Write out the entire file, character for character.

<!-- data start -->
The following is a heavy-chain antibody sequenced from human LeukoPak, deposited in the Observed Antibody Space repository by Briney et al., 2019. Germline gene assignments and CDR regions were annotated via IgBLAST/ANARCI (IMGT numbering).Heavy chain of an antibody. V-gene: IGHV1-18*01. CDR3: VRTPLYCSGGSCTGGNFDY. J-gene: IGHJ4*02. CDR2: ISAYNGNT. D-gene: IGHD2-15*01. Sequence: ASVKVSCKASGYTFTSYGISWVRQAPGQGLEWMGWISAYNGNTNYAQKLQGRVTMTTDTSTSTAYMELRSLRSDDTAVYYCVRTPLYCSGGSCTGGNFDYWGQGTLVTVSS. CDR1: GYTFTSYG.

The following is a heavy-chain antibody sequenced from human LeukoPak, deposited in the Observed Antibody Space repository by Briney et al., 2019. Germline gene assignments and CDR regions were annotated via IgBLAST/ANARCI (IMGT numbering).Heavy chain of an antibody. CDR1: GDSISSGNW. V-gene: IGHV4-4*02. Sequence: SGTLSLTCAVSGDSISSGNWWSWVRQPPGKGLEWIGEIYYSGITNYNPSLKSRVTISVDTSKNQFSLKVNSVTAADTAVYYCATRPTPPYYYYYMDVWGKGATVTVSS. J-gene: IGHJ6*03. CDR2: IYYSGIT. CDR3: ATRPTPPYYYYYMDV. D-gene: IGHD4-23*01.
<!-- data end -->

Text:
The following is a heavy-chain antibody sequenced from human LeukoPak, deposited in the Observed Antibody Space repository by Briney et al., 2019. Germline gene assignments and CDR regions were annotated via IgBLAST/ANARCI (IMGT numbering).Heavy chain of an antibody. V-gene: IGHV1-18*01. CDR3: VRTPLYCSGGSCTGGNFDY. J-gene: IGHJ4*02. CDR2: ISAYNGNT. D-gene: IGHD2-15*01. Sequence: ASVKVSCKASGYTFTSYGISWVRQAPGQGLEWMGWISAYNGNTNYAQKLQGRVTMTTDTSTSTAYMELRSLRSDDTAVYYCVRTPLYCSGGSCTGGNFDYWGQGTLVTVSS. CDR1: GYTFTSYG.

The following is a heavy-chain antibody sequenced from human LeukoPak, deposited in the Observed Antibody Space repository by Briney et al., 2019. Germline gene assignments and CDR regions were annotated via IgBLAST/ANARCI (IMGT numbering).Heavy chain of an antibody. CDR1: GDSISSGNW. V-gene: IGHV4-4*02. Sequence: SGTLSLTCAVSGDSISSGNWWSWVRQPPGKGLEWIGEIYYSGITNYNPSLKSRVTISVDTSKNQFSLKVNSVTAADTAVYYCATRPTPPYYYYYMDVWGKGATVTVSS. J-gene: IGHJ6*03. CDR2: IYYSGIT. CDR3: ATRPTPPYYYYYMDV. D-gene: IGHD4-23*01.